With one in four construction workers identifying as neurodiverse, according to research from the National Federation of Builders, businesses must take action to ensure everyone thrives at work
In today’s rapidly evolving work landscape, the importance of diversity and inclusion is widely acknowledged.
Many organisations are making great strides to create inclusive workplaces – something we see at CHAS with the increasing number of organisations taking the CHAS Fairness Inclusion and Respect Growth Assessment*.
However, one aspect that deserves more attention is neurodiversity.
Neurodiversity refers to the natural variation in neurological traits, encompassing conditions such as autism, ADHD, dyslexia and more.
Recognising and supporting neurodiversity in the workplace not only promotes social equity but also brings varying perspectives and talents to the forefront, which can help to foster innovation and success.
Neurodivergent individuals often possess unique problem-solving abilities and creative thinking, which can lead to innovation and the development of novel solutions to complex challenges
Neurodiversity challenges the traditional notion that neurological differences are inherently negative or should be "fixed". Instead, it emphasises the idea that these differences are part of the natural spectrum of human variation.
Just as no two people are exactly alike in terms of personality or skillset, no two individuals share identical neurocognitive traits.
Supporting neurodiversity means acknowledging that people with neurological differences have valuable strengths and abilities.
For instance, individuals with autism often excel in attention to detail, pattern recognition and logical thinking, making them valuable contributors to fields such as data analysis, software development and quality assurance.
Those with ADHD may demonstrate exceptional creativity, adaptability and problem-solving skills, which can be harnessed in roles involving innovation and strategic planning.
Creating a neurodiverse-friendly workplace
There are several steps that businesses can take to ensure their workplaces support workers with a variety of neurological traits. Suggestions include:
- Raise awareness Raising awareness and promoting understanding of neurodiversity in the workplace can be a useful first step. Providing training and resources to educate employees about neurodiversity will help to dispel myths and stereotypes, while encouraging open conversations can help to destigmatise neurological differences.
- Review recruitment practices Ensure that your recruitment strategies attract neurodiverse talent. Interview processes should assess candidates based on skills and competencies rather than traditional social norms.
- Offer flexible work arrangements Neurodivergent individuals may have unique work preferences and sensory sensitivities. Offering flexible work arrangements, such as remote working or flexible hours, can help neurodivergent employees perform at their best. Assistive technology, communication aids or extended deadlines are other measures to consider.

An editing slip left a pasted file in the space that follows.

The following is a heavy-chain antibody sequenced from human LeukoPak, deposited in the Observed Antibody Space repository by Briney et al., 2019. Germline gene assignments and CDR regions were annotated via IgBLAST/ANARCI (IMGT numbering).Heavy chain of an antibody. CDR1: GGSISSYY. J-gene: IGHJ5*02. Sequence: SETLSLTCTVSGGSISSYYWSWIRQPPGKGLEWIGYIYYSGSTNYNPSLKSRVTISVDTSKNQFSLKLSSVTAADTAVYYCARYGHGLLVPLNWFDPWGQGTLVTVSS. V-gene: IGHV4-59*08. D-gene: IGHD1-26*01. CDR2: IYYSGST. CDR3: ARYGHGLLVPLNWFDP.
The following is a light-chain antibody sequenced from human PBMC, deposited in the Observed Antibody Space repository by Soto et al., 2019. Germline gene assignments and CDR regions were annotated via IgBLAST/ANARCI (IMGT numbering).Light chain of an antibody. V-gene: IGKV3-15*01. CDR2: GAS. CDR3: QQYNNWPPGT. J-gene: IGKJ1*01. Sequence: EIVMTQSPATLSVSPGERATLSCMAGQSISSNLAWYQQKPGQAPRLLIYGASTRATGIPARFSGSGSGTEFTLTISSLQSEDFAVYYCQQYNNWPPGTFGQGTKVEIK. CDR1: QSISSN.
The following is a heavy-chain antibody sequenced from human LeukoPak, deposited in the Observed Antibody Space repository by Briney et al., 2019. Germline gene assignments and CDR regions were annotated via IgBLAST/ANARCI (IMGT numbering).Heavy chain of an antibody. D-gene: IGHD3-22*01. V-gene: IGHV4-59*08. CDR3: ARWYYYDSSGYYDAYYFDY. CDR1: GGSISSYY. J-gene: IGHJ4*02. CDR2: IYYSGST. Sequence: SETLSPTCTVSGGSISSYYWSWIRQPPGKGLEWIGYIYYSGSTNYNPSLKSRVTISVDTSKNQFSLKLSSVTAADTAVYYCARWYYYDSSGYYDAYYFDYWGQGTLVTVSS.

- Provide a sensory-friendly environment Consider sensory-friendly workplace adaptations such as reducing noise, providing quiet spaces and using natural lighting. Allow employees to personalise their workspace to accommodate sensory needs, such as via noise-cancelling headphones or fidget tools.
- Communicate clearly Ensure that communication within your organisation is clear and concise. Use visual aids and written instructions alongside verbal communication to cater to different learning styles.
Benefits of neurodiversity in the workplace
Supporting neurodiversity in the workplace can benefit a business in several ways.
Neurodivergent individuals often possess unique problem-solving abilities and creative thinking, which can lead to innovation and the development of novel solutions to complex challenges.
There can also be a positive impact on productivity and job satisfaction, leading to higher retention rates and reduced turnover costs.
In addition, a neurodiverse workforce brings diverse perspectives and insights to the table, contributing to more well-rounded decision-making and problem-solving.
And there’s no doubt that demonstrating a commitment to neurodiversity in the workplace enhances an organisation’s reputation as an inclusive and socially responsible employer.
Supporting neurodiversity in the workplace is not just an ethical choice; it’s a strategic one.
By recognising and embracing the strengths of neurodivergent individuals, organisations can foster an inclusive culture that promotes innovation, productivity and overall success.
*The CHAS Fairness, Inclusion and Respect Growth Assessment has been developed in partnership with major construction clients, contractors and the Supply Chain Sustainability School. Endorsed by the Construction Leadership Council, the assessment demonstrates an organisation’s commitment to making workplaces better for everyone and provides a structured way to develop and embed a culture of fairness, inclusion and respect in your company.
Alex Minett is head of global new markets at CHAS.